• I don’t adjust online rankings in the draft room because I want to know what the other owners are looking at. But I will scribble down players I think are misranked, so I have them in mind; know where the buried treasure is. I’m also a frequent filler of the player queue. Make sure you’re thinking even when it’s several minutes away from your next pick.
• If I’m starting any kind of a new league, it’s a multiple-flex league where one of those flexes can also be a quarterback. So, basically, a two-QB league. I also like leagues that start a bunch of players and have modest benches — the more difficult choices a league asks me to make, the more I like it. And with heavy starting requirements, one outlier performance (good or bad) doesn’t automatically swing the result. (I had a good discussion about this with Evan Silva and Adam Levitan, about a week ago.)
• ADP has the most value when a draft starts, and it starts losing value quickly after that. You need to know what things reasonably might cost, but you can’t be a slave to it. And at some point early in a draft, the exercise should morph into “just get your guys.” If you’re going to overpay for something, let it be for someone you really believe in.
Around the time your draft becomes “just get your guys” is the same time it becomes “screw floor, get upside.” The fewer starters required in your league, the more upside is critical. I actually do run a fair amount of leagues that are so deep with starters, floor also creeps into the middle and later rounds. I like leagues where a single and a double have value; it isn’t just home-run hunting. But I suspect most of your formats are going to be ones where upside rules the day. Yes, I love a sturdy floor in the early rounds. But that flies out the window quickly.
• Some leagues are more playable than others, but I generally look to get tons of value on draft night, being somewhat position-agnostic. I’ll look to balance things later. Occasionally, I might be in a format where this doesn’t make sense (and obviously in Best Ball, you only get one shot at roster construction). But mostly, I just want to pound the draft as well as I can and get the most amount of stuff.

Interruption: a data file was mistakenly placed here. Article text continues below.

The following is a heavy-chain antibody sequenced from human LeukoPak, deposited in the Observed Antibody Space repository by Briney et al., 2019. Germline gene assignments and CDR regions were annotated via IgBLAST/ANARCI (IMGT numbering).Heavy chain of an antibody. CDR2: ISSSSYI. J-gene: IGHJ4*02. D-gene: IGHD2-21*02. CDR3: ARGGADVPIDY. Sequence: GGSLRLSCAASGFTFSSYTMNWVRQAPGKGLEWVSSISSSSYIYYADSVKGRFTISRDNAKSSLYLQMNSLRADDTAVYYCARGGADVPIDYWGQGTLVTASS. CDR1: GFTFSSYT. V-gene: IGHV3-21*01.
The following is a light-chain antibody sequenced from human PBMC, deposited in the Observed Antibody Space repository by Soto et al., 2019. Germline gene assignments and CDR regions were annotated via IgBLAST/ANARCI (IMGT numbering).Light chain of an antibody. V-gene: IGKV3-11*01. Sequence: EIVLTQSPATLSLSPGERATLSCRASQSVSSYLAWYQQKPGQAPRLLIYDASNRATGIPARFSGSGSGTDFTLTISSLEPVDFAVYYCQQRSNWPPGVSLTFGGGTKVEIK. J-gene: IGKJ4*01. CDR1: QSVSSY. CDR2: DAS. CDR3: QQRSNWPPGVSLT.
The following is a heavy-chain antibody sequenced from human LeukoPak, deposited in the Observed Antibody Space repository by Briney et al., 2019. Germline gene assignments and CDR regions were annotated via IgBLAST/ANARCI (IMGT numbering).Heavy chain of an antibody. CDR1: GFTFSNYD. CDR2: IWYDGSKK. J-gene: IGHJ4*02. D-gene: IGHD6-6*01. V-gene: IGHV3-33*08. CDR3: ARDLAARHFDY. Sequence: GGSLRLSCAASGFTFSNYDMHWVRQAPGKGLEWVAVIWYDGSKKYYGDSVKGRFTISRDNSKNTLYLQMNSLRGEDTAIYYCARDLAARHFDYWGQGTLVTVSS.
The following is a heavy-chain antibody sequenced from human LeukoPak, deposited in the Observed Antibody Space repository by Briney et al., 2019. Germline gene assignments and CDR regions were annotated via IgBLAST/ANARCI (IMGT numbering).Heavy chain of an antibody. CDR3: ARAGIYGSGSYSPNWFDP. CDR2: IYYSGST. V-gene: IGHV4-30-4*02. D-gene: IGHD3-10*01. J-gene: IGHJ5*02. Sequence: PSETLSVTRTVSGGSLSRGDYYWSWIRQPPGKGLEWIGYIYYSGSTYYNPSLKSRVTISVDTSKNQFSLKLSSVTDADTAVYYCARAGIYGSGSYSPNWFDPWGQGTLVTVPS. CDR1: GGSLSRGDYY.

That point established, I do think it’s often a mistake to construct a roster that is in desperate need of a trade to balance it out unless you know your leaguemates well and are confident trading will be easy to do.
There was a time to eschew kicker and DST in your draft, just add more lottery tickets. That time has passed; there's no real lottery-blossom time left. Get a kicker on a good team, and get a DST with a favorable early schedule.
— scott pianowski (@scott_pianowski) August 30, 2019
• Here’s how I feel about rookies in general: I’m open to drafting any rookie running back; I’m willing to consider the case on a rookie quarterback; I’m generally leery of rookie wideouts (the insane 2014 rookie crop gave many the wrong takeaway going forward); and I expect very little from rookie tight ends. And anytime a rookie wideout or tight end has a reasonable first year, I’m generally thrilled to draft them the ensuing season.
• I want a fast start. I want leverage. I want to be aggressive early with waivers. And I view bye weeks as a fantastic opportunity to improve my winning chances, both short-term and long-term. (Your first extensive league audit should coincide with the first bye week, Week 4.)
• I like to put at least one “points scored” team in the playoffs, manually, no matter the won/loss record. Yes, Yahoo’s game allows the commish to do this.
• If you can find someone who shares your NFL world-view, partnering up is practically a cheat code. And you’ll always have someone else who cares about your team, and someone to share the grunt-work with. (If you’re not going to have a co-owner, at least identify two-three good friends you can discuss stuff with, privately. We all need someone to hash stuff out with; to talk us out of an occasional bad idea; to tell us the truth, as they see it, in blunt terms.)
• Clear your mind as much as you can before the draft. Make sure every little household nuance is resolved before you step into the chair. Try to get to the draft room well in advance, too. (Do you play your best golf when you arrive at the course three minutes before the tee time? I sure don’t.)
• The day of the draft, I like to visualize how I think it might go, or what an ideal draft might feel like. Not only is this not written in pen — I don’t even write it down. It’s just a way to open my mind to possibilities.
• As soon as the real games start, I’ll divorce myself from preseason thoughts quickly. Consider the new information. Play the new position. Anchoring old opinions tied to dated information is the ultimate dinosaur move. Play For Today is as much about not looking back as it is not looking too far ahead.
• Pick a team name that makes you happy (didn’t we learn this from Boogie Nights?). Maybe it’s something related to your kids or your pet. Maybe it’s a private joke. You’re going to look at it for the next four months. We take the small wins where we can.
It’s the best draft pocket of the year, amigos. Seize the day.